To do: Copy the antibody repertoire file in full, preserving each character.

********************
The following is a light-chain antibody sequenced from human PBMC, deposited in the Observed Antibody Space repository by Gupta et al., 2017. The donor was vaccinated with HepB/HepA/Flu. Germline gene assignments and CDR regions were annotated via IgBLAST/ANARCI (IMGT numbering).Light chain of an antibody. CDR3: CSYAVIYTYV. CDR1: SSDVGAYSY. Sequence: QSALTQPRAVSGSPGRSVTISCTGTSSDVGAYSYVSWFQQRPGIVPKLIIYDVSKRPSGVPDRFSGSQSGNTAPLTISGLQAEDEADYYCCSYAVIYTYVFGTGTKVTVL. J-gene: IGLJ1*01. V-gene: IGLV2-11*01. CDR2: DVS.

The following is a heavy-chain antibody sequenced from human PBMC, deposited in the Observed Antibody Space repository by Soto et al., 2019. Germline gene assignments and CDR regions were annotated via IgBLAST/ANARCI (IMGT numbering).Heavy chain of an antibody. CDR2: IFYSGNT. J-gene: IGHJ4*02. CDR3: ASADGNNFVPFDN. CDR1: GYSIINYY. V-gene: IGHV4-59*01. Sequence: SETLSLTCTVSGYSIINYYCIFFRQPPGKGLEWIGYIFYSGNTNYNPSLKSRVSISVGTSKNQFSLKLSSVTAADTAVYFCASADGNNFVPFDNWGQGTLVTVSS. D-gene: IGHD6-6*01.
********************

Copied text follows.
The following is a light-chain antibody sequenced from human PBMC, deposited in the Observed Antibody Space repository by Gupta et al., 2017. The donor was vaccinated with HepB/HepA/Flu. Germline gene assignments and CDR regions were annotated via IgBLAST/ANARCI (IMGT numbering).Light chain of an antibody. CDR3: CSYAVIYTYV. CDR1: SSDVGAYSY. Sequence: QSALTQPRAVSGSPGRSVTISCTGTSSDVGAYSYVSWFQQRPGIVPKLIIYDVSKRPSGVPDRFSGSQSGNTAPLTISGLQAEDEADYYCCSYAVIYTYVFGTGTKVTVL. J-gene: IGLJ1*01. V-gene: IGLV2-11*01. CDR2: DVS.

The following is a heavy-chain antibody sequenced from human PBMC, deposited in the Observed Antibody Space repository by Soto et al., 2019. Germline gene assignments and CDR regions were annotated via IgBLAST/ANARCI (IMGT numbering).Heavy chain of an antibody. CDR2: IFYSGNT. J-gene: IGHJ4*02. CDR3: ASADGNNFVPFDN. CDR1: GYSIINYY. V-gene: IGHV4-59*01. Sequence: SETLSLTCTVSGYSIINYYCIFFRQPPGKGLEWIGYIFYSGNTNYNPSLKSRVSISVGTSKNQFSLKLSSVTAADTAVYFCASADGNNFVPFDNWGQGTLVTVSS. D-gene: IGHD6-6*01.